Food News

Heim BBQ in Dallas Got Robbed and Only Bacon Burnt Ends Will Ease Our Fury

Heim Barbecue, brisket, pickles, onions and (drum roll) burnt ends.
Heim Barbecue, brisket, pickles, onions and (drum roll) burnt ends. Beth Rankin
Remember last December when we all looked back over 2020 and told ourselves that surely 2021 couldn't be any worse? Try not to mention that if you stop off for smoky brisket at Heim Barbecue, where February's winter storm damage was followed up this week by a visit from a burglar. It might be a sensitive point.

We talked to Travis and Emma Heim, the co-owners of Heim Barbecue, last year about their company goals, which food critic Brian Reinhart labeled as the “democratizing, brisket-for-the-people." More plainly, they strive for minimal fanfare for a plate of barbecue at lunch that doesn't require customers to wait in line for hours.

Travis started cooking barbecue after being laid off from an oil and gas company years ago. They had $100 in their bank account their first day in business operating as a food truck; they weren't sure they had enough gas to make it home. Working from that very humble place, they now they have three locations, two in Fort Worth, and their newest spot on Mockingbird Lane, which opened late last year.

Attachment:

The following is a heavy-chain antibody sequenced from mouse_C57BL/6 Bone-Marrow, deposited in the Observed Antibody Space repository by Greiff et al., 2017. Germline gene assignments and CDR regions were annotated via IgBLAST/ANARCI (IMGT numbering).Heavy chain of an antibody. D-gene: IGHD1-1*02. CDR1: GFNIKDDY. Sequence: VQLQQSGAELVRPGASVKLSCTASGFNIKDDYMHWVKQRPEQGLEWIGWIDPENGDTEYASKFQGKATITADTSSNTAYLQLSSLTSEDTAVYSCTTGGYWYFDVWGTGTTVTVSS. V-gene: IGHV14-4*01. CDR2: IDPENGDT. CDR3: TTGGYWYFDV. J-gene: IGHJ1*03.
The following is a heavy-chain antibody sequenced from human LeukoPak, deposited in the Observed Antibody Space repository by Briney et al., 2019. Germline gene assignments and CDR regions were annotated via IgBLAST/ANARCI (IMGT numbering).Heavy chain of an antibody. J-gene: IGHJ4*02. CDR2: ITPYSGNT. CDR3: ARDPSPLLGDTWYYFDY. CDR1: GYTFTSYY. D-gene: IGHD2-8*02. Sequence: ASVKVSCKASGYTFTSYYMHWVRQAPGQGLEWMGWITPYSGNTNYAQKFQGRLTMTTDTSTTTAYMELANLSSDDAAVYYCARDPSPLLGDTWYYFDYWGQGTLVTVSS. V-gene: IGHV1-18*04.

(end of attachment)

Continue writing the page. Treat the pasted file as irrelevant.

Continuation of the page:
Then, 2021 happened. On Wednesday they posted the following to their Facebook page:


Lightning (that was in January), busted pipes (February) and now a thief robbing them of a load of cash: a trifecta of bad luck. Needless to say, they could use some extra love this weekend. Heim has breakfast tacos to-go from 8 a.m. to 11 a.m., before rolling into lunch, which starts at 11 a.m. They close when they sell out or at 9 p.m.

Heim Barbecue, 3130 W. Mockingbird Lane, Dallas, Closed Monday and Tuesday
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Lauren Drewes Daniels is the Dallas Observer's food editor. She started writing about local restaurants, chefs, beer and kouign-amanns in 2011. She's driven through two dirt devils and is certain they were both some type of cosmic force.